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Non-pandemic issues matter too

mark lisac feature
Mark Lisac is a veteran Alberta journalist and columnist.

Nothing like a pandemic to cause a little forgetfulness.

One wonders, for example, what’s been happening with the “fair deal panel.” Premier Jason Kenney set it up to look at ways for Alberta to get along more independently of the federal government.

The panel was supposed to submit its report by March 31. The premier was busier around then taking potshots at the country’s chief public health officer and complaining that the federal government has not been shovelling more billions of dollars into the province.

It will be interesting to see how eager the provincial government will be now to strike out on its own in various ways. For that matter, it would be interesting to know whether the panel wrote a report, then had second thoughts and did some rewriting as the world changed toward the end of March.

Then there’s health care.

The government gave Alberta Health Services until May 13 to produce a plan to “reconfigure” hospital services.

That was one result of a review by Ernst & Young consultants that supposedly found up to $1.9 billion a year in potential savings in health expenses.

The media stories in early February tended to cite the $1.9-billion figure, but it was suspect.

The consultants said that was an upper range and their ideas might actually save only $1.5 billion. They also said some changes would involve unspecified costs that would reduce the savings.

And the “savings” were only for the government. Some were going to involve a transfer of costs onto individuals.

One idea from the report —doubtless in the government’s plans all along — would see the creation of specialized surgery centres. They would be privately owned and preferentially located outside the major urban centres. There was even talk of shifting some acute care into smaller centres.

A double win for the government — more privatization and more shifting of jobs and services to its more rural voter base.

Whether going in that direction would prove practical is another question. Would all the surgeons, nurses and anesthesiologists happily move to smaller centres?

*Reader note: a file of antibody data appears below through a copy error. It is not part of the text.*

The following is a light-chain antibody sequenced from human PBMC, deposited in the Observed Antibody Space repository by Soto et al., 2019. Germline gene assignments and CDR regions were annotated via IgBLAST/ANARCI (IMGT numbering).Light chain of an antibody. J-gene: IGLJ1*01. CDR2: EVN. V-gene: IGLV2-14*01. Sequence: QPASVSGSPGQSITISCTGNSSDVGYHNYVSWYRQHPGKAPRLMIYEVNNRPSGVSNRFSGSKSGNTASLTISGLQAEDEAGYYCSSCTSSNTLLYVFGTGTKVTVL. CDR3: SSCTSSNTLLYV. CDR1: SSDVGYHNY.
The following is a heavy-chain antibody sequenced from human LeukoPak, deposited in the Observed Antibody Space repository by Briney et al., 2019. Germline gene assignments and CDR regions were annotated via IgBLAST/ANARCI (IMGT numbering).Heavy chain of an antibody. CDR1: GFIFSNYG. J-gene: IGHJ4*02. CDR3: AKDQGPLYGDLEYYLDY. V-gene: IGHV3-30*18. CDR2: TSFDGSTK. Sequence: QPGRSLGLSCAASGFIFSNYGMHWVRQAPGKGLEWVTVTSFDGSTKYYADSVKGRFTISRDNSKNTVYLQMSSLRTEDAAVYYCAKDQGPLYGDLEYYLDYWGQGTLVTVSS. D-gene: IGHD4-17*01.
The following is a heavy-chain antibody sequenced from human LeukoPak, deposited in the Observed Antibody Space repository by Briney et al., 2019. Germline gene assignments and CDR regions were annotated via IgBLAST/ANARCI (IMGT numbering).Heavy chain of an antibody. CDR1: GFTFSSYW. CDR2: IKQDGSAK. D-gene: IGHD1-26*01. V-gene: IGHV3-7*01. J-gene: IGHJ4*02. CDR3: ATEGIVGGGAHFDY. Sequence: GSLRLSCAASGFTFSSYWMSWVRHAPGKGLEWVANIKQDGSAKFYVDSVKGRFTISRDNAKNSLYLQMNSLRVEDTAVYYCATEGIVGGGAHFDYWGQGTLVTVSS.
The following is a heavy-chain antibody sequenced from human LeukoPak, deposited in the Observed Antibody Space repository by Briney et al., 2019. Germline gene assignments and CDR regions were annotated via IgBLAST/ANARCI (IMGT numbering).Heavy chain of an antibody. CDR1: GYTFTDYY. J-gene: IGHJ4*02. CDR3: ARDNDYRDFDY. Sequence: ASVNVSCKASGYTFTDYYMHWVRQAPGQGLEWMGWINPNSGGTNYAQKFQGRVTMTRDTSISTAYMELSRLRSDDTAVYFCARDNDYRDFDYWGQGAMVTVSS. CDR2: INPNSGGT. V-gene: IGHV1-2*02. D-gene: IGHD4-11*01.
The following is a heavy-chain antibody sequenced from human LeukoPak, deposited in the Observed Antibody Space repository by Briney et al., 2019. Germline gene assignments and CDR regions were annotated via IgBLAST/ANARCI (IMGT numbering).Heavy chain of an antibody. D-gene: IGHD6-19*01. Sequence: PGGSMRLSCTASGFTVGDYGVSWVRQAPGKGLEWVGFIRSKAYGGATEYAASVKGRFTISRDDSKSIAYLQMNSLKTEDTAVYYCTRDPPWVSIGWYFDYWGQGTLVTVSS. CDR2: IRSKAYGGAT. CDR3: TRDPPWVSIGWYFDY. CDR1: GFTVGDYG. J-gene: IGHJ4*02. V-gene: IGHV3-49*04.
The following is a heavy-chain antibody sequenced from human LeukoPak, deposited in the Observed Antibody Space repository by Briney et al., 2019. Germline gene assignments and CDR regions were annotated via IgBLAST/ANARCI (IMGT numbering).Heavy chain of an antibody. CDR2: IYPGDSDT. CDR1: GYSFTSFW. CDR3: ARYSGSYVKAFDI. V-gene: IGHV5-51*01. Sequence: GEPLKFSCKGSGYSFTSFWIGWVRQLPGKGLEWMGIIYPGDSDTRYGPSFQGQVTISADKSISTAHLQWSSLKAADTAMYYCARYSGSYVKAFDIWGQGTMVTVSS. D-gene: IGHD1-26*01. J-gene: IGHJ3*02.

And no one explained why specialized surgery centres have to be owned privately rather than being part of Alberta Health Services.

Now there is a new question of why various services should be hived off from AHS. The existence of a single health authority is being widely credited for Alberta having a timely and effective response to the coronavirus pandemic.

Then there’s the ongoing dispute over physician pay. The middle of pandemic is a poor time to get into a fight with doctors. The government has temporarily backed off some of its proposals while insisting on others.

Physician pay should be reviewed and rationalized. Alberta doctors’ incomes are relatively high and have become complex. Besides fees for service, they include things like payments from hospitals and tax breaks. It’s also not clear how efficiently the costs of running doctors’ offices are kept under control. Since they are always used to justify high fees, could they be better managed?

One thing stands out more than anything else in the dispute with doctors and the plans to restructure the health system.

All the parties are looking at what’s best for them. The government wants to reduce its spending. The doctors want to protect their income and their primary role in delivering care. Assorted corporations want to make money from health care.

No emphasis on how best to reduce the growing burden of chronic diseases. No apparent effort to move services into community clinics. No visible emphasis on reducing the number of times people are unnecessarily sent to emergency care or on analysing whether hundreds of millions of dollars in diagnostic tests actually achieve much. No effort to monitor the outcomes that individual physicians and surgeons achieve with their patients. No apparent emphasis on the links between health and socio-economic factors, or on reducing drug prescriptions, or on looking at ways to help (or urge) people take better care of themselves.

The last half-century has seen vast improvements in health care. It’s also seen endless reform initiatives skewed by special interests, and by a succession of MLAs and health ministers who too often thought they knew the magic formula for success.

What’s needed is not another consultant’s report or overbearing health minister, but a clear-eyed study making people's health needs a top priority.





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